Who Writes Articles Of Impeachment? This Committee Has A Big Job
Impeachment proceedings against President Donald Trump have been heating up in the last few days, with House Speaker Nancy Pelosi announcing on Thursday, Dec. 3 that the House would begin drawing up articles of impeachment. But who will write these articles of impeachment? The House Judiciary Committee plays a key role in the impeachment process.
In recent weeks, Democrats have organized a number of impeachment hearings, during which they received testimony from senior diplomats and national intelligence officials. In a statement to Elite Daily, the White House characterized the impeachment inquiry as Democrats' attempt to "weaponize politics." Now that Pelosi has announced a transition to the next phase of the impeachment process, the House Judiciary Committee will have to examine these testimonies and the evidence compiled by other House committees to determine what, if any, impeachable offenses Trump has committed. Traditionally, they also draw up the articles of impeachment, which the House then votes on.
Articles of impeachment are essentially a list of charges that the House wants to bring against the president. According to CNN, the articles of impeachment the Judiciary Committee draws up in Trump's case will likely pertain, at least in part, to the alleged quid pro quo regarding military aid to Ukraine. Following a July 25 phone call between Trump and Ukrainian President Volodymyr Zelensky, the Associated Press reported that the United States government delayed its release of $250 million in military aid to Ukraine. Those close to the decision have said they understood the aid to be contingent upon Ukraine investigating the family of Trump's domestic political rival, Vice President Joe Biden. Trump has publicly denied any quid pro quo. An article of impeachment concerning these allegations might charge Trump with abuse of power and obstruction of Congress, per The Los Angeles Times.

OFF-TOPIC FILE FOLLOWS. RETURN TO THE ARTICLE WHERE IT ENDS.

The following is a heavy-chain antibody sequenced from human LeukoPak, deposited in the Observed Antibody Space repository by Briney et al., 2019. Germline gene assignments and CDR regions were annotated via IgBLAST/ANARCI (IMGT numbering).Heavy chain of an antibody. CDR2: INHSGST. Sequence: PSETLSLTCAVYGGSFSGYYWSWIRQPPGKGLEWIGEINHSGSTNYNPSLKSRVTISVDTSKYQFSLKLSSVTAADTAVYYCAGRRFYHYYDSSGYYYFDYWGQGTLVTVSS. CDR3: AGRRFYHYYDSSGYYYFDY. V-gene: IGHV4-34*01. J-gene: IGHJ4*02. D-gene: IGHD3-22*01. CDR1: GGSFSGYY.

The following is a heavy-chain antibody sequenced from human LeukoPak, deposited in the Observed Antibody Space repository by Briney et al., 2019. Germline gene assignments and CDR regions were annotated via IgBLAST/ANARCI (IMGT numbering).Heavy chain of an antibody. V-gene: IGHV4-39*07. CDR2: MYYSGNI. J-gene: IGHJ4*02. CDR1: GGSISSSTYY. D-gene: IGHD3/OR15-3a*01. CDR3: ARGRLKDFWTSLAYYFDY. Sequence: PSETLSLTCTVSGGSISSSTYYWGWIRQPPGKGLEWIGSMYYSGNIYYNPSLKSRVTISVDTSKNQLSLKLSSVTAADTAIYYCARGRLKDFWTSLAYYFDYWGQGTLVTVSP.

The impeachable offenses for which a president may be charged include treason and bribery, as well as the vaguely-defined "high crimes and misdemeanors."
With this expedited timeline, the Judiciary Committee could draw up and vote on articles of impeachment as soon as next week, the Times reported. According to The New York Times, the Judiciary Committee scheduled a hearing for Monday, Dec. 9 shortly after Pelosi made her announcement. But, before the House can take a full impeachment vote, the Judiciary Committee must debate and vote on each article of impeachment introduced. Any article which receives a majority vote will then make its way to the House floor, where it will face a full House vote. If things continue at this pace, Americans may see a full House impeachment vote before Christmas.
Impeachment seems to be almost certain in the Democratic-led House, so Trump is now focusing on the Senate, per CNN. If Trump is indeed impeached by the House, the next step would be an impeachment trial in the Senate. However, given that Republicans currently hold the majority in the Senate, any impeachment proceedings are unlikely to cross the 67-vote threshold necessary to remove a president from office.